The Merriam-Webster Dictionary now officially sports a new term, one to be used to describe the first few months of a newborn’s life. The term is “fourth trimester,” which it claims is warranted as during this time the newborn is “more fetus-like than baby-like.”
The iconic dictionary company issued a press release stating, “the fourth trimester is the first three to four months of a baby’s life after birth. The word ‘trimester’ implies that the baby is still a fetus…and that’s on purpose! A newborn’s brain and nervous system are not fully developed at birth, making them more fetus-like than baby-like.”
Ahh, I get it. This will make proponents of late term and even “after-birth” abortions feel better about themselves. They aren’t really killing babies, just dispensing with fetuses. Nothing more than non-viable tissue masses, really. No big whoop.
According to the press release, the term was originally coined by pediatrician Dr. Harvey Karp. It noted, “He found that, thanks to evolutionary changes, human babies are born about three months before they’re technically ‘ready.’ In fact, they had to be born three months early because a baby’s developing brain and skull have gotten so big by the end of the third trimester that they can barely safely fit through the birth canal.”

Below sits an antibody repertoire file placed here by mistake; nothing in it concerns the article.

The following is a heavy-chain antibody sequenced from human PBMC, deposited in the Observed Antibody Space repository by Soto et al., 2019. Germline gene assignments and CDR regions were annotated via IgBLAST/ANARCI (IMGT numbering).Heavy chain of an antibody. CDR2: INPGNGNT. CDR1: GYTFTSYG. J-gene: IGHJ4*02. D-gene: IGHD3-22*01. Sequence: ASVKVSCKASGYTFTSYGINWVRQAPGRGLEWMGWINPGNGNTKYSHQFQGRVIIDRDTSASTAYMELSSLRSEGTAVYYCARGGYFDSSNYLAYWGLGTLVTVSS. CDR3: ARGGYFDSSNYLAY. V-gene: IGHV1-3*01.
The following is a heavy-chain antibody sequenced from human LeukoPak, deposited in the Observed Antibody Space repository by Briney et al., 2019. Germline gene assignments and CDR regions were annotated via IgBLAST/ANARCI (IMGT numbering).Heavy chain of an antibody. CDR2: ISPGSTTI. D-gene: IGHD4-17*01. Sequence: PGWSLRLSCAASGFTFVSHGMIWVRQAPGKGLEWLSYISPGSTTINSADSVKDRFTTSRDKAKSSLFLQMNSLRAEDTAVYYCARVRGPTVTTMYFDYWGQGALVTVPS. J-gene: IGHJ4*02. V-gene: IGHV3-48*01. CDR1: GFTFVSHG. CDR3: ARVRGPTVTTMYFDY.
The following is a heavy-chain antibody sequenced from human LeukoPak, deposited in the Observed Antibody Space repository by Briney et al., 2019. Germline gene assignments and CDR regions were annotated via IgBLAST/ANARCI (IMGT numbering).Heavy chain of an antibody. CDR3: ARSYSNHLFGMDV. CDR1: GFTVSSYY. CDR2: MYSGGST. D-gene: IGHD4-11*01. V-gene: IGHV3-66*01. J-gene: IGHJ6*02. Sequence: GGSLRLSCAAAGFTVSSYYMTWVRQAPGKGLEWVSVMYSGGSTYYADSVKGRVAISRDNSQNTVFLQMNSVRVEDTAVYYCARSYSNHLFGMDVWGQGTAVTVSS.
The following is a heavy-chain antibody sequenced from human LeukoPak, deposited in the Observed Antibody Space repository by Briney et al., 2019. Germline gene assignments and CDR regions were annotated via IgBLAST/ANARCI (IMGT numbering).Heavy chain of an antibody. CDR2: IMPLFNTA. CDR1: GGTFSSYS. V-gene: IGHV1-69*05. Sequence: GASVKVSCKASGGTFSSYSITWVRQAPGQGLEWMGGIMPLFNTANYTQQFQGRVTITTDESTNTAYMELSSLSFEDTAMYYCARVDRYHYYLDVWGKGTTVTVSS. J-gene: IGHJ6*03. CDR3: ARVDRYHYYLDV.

Odd that after all this time mother nature couldn’t figure out that babies weren’t ready to be born yet. An enlightened person would think that after tens of thousands of years evolution would have either slowed down the growth of the fetuses’ brains and skulls or enlarged mothers’ vaginal openings.
Unless it was best for babies to have a greater brain capacity and mothers to actually care for them instead of abort them.
If “progressives’” desire to destigmatize abortion—and after-birth abortion (a.k.a. murder)-- continues unabated, at some point certain pro-choice folks should get concerned for their own viability. Vice-President Kamala Harris could be considered to be in her “175th-trimester,” but Greta Thunberg is only in her “61st-trimester,” for example.
Look for Merriam-Webster to add the terms “third-half” and “fifth-quarter” soon, as well.